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Book Review: The New Rules of War: Victory in the Age of Durable Disorder

18 November 2020
Book review
Book cover: The New Rules of War

Reviewed by Dr Albert Palazzo

By Sean McFate, William Morrow, New York, 2019, ISBN 978-0-06-284358-6, pp.318


Reviewers hesitate to recommend a book too enthusiastically because of the risk that readers will assume one is a friend of the author or that you suffer from a tendency to exaggerate. I can assure the readers of this review that I have never met Sean McFate, the author of The New Rules of War: Victory in the Age of Durable Disorder, and no one has ever accused me of exaggeration. Therefore, when I state that all military practitioners and defence thinkers should read this book and that it should be included on military reading lists, my fulsome and unabashed endorsement should be seen as unreservedly sincere.

For the student of war there are numerous works already in-print on what the future character of war will look like. The current batch tend to feature a  future where leaders are aided by artificial intelligent machines and will command enhanced humans and armed robots on a battlefield that was shaped by cyber operations in an environment of high lethality and visibility. These works are admittedly useful and they certainly offer an interesting and effusive perspective to their readers. Yet, they are the professional military education equivalent of a sugar high: fast and fun but not to be taken too seriously.

The New Rules of War is not that kind of book. It is a deeper, more thoughtful tome that forces the reader to think on and challenge existing perceptions. This does not mean it is difficult to read because McFate knows how to write and I found it hard to put down. Rather, many military professionals will find his thesis and his conclusions an assault on their beliefs on how war is supposed to work. McFate is firmly of the understanding that something profound has happened in the art of war and goes so far to commit the heresy of questioning the ongoing relevance of Clausewitz – McFate is definitely in the Sun Tzu camp.

McFate’s thesis is that there are reasons for why the West is on a losing streak when it comes to war. His answer is that war has moved on from the conventional-style that Western militaries prefer, and did so some time ago. If the West is to ‘win’ it must accept that we are now in a new age of ‘disorder’ which means a though rethink on how to fight is needed. The book offers 10 rules for how to make the transition to a way of warfare that is appropriate for our age.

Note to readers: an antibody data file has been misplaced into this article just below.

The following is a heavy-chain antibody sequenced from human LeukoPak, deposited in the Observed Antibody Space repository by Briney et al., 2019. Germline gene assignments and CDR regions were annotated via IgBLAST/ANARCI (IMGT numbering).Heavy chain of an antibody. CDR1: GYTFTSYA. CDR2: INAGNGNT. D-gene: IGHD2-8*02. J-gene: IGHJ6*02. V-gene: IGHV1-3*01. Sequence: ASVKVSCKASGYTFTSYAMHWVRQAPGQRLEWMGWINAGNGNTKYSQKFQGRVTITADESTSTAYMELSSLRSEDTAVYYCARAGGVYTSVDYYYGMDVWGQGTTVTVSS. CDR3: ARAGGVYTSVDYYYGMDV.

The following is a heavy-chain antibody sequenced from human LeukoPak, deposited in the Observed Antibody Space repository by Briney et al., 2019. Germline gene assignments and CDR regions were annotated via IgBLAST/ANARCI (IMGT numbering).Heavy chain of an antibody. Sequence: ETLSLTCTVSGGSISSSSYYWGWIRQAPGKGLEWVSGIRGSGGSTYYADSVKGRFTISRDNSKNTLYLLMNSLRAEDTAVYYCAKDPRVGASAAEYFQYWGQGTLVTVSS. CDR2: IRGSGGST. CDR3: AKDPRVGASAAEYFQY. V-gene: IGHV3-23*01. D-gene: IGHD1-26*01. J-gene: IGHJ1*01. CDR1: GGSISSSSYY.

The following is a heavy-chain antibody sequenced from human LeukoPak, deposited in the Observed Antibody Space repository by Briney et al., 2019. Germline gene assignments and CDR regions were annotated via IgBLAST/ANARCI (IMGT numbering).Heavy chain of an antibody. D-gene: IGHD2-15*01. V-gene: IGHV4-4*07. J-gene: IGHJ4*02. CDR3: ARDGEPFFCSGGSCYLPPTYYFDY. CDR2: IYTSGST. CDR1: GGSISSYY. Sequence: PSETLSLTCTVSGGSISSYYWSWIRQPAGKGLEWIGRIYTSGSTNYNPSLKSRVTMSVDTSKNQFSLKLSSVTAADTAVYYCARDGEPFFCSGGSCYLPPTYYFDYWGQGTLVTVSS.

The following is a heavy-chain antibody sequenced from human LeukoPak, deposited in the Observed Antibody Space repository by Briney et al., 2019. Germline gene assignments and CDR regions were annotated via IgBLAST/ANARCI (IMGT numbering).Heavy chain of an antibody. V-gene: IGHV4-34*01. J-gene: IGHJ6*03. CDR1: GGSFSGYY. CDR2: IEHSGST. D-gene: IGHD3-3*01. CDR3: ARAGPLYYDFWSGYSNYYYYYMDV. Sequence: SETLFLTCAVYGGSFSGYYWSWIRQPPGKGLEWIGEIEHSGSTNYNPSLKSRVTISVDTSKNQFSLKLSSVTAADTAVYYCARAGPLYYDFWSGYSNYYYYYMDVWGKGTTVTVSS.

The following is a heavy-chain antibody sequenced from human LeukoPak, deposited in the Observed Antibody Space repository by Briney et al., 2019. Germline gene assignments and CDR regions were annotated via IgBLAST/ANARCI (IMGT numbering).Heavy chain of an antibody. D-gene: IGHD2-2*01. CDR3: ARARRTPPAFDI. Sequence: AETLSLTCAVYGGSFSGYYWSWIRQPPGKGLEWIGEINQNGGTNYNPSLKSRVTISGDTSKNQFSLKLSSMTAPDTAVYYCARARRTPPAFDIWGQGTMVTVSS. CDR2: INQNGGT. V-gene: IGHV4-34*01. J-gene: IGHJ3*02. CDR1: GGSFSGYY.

Not all of these rules are revolutionary. If one has not already realised that ‘technology will not save us’ than McFate’s making it his second rule will not change your opinion. Some readers will find other rules truly unsettling, such as number six, ‘Mercenaries will Return.’ In fact, as McFate documents, mercenaries are already here, playing a much bigger role in war and taking a greater share of the casualties than most of the public would realise, or perhaps, approve. The final two rules are the heart of the book: ‘Shadow Rules will Dominate,’ and ‘Victory is Fungible.’ Those orientated toward conventional warfare will find such assertions disturbing, but such rules prosper because they bring success and that is what matters most in war.  It is hard to argue with McFate since the US-led West has not delivered in its recent wars. The solution he believes is for the ‘West … to learn how to fight in the shadows.’

Those who prefer the status quo will find this an annoying and frustrating book. This is a shame because while you may disagree with McFate, he will certainly make you think. The New Rules of War challenges the prevailing concept of war and maintains that there is a better way for the West’s militaries to conduct their business. Even if after finishing the book you find yourself in disagreement with McFate, the journey would still have been worth the time.

The views expressed in this article and subsequent comments are those of the author(s) and do not necessarily reflect the official policy or position of the Australian Army, the Department of Defence or the Australian Government.

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